If You Take a Child to a Christmas Party

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It was one of those moments that makes you question your ability to parent your own child. My son, clearly in distress, was scratching his tongue. Our family was enjoying the festivities of our first holiday party of the season, and I had practiced great care in preparing my son a plate of hors d’oeuvres.

I’ll admit that I was a little more than excited when I saw something green. My son loves bell peppers, and the stove offered up a dish of stuffed pepper slices. I grabbed two. What better way to balance a toddler meal of mostly corn chips and crackers?

When my son ejected the pepper (in classic, projectile toddler fashion) from his mouth and grew beet red, I was embarrassed and felt the warmth of my own cheeks. As a parent, you always wonder (1) who is watching; (2) who is judging you; and (3) who will forgive you for your child’s behavior. I avoided eye contact with those around me for a few minutes and focused on getting more agreeable calories into my son’s body.

On the drive home that night, my husband could not keep himself from raving about the stuffed jalapeños.

[Insert mom faceplant here]

If you do decide to brave the waters and take your young child to a holiday party, I recommend that you consider the following 10 things:

  1. Expect at least one child to not be in a “good place” as you prepare to leave for the party. There will be tears. There might be sweat. And there will most likely be a pretty pissed off parent. Just remember, nothing says “Thanks for inviting us” like the family that keeps their kids under control. Do whatever it takes to diffuse the bomb.
  2. You should expect to wear bodily fluids at some point during the evening. Not your own, of course, but theirs. And don’t be surprised if each of your children contribute. The more the merrier, right?
  3. At least one of your kids will poop at the party. If you are really lucky, two will poop. You may even find yourself playing Ring Around the Rosie with your half-naked toddler in a once-clean bathroom. Always remember extra wipes – my gracious.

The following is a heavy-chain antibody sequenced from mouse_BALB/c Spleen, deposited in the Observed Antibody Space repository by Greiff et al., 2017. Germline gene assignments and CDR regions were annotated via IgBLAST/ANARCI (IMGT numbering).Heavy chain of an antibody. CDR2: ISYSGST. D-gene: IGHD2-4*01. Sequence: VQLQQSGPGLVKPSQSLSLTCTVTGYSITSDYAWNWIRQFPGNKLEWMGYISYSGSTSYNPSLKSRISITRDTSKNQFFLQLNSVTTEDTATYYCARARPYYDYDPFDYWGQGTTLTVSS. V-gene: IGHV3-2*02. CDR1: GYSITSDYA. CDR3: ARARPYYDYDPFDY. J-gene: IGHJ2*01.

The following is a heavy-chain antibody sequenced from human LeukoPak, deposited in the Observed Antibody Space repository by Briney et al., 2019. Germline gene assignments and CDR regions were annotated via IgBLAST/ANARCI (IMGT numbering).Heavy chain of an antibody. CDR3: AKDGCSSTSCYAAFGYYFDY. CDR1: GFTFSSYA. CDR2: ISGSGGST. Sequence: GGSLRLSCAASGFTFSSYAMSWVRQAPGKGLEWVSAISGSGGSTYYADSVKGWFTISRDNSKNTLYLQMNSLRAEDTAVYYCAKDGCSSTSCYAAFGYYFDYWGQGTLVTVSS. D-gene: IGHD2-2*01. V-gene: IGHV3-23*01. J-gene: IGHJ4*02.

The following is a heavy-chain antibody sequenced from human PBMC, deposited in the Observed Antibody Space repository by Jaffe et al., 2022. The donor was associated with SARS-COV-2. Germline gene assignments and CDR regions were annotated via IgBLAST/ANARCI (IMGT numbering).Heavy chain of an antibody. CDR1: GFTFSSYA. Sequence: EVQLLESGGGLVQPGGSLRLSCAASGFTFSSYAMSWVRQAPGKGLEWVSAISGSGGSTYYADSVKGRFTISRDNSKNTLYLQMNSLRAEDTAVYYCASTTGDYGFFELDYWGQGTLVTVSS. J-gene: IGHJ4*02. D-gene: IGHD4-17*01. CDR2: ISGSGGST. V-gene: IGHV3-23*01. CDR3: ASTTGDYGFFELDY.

4. Despite your best efforts, you will have entire conversations that you do not remember because your child, whom you were likely holding, interrupted too many of your thoughts. Wait, who did I even talk to?!
  5. Every minute of the party is a game of What Will My Child Ruin/Break? The stakes only increase with two…
  6. You will likely eat less than you did on your wedding day. My advice? Eat a snack before AND after the party.
  7. Inevitably, at least one person will ask you what is wrong with your child when they cry. Smile and say that they are hungry. Yes, just like Mom. Or, even better, share that your child needs a diaper change. Even better? Ask if they would like to volunteer.
  8. Seek out other young guests who are close in age to your kids. There is sanity in numbers, and this takes the pressure off of you, the parent, to entertain.
  9. Plan for your child to break down into “I’m tired but won’t admit it” tears just as you begin to enjoy the party. The timing is perfectly inconvenient and requires an early departure. Knowing this from the beginning will soften the blow and prevent an inner parent temper tantrum from flaring.
  10. You will likely forget this entire list. If there is only one thing to remember, I have found this to be it: the more you venture out to new places with your children, the better they will respond in complex, adult-centered environments in the future.

As you might have guessed, we survived both Christmas parties that we attended as a family. We shared new foods, belly laughter, and, most importantly, our time. Our remaining holiday gatherings will most likely be spent divided, as either my husband or myself will stay home with our children while the other attends the party.

In this season of gratitude, I am thankful for those who embrace families – the whole dish-breaking, spit-up wearing, forgiveness-seeking lot of us. Right now our little people require everything from us, and we must give it to them. The future depends on it.

And perhaps, in that manger that many celebrate, we might see a reminder that children are always the beginning of amazing things. Sometimes we simply need to make room for them in our lives and homes.

And, whatever you do, withhold your judgment of children at holiday parties. There are few people more in need of a village than parents caught in the blizzard of early parenthood.

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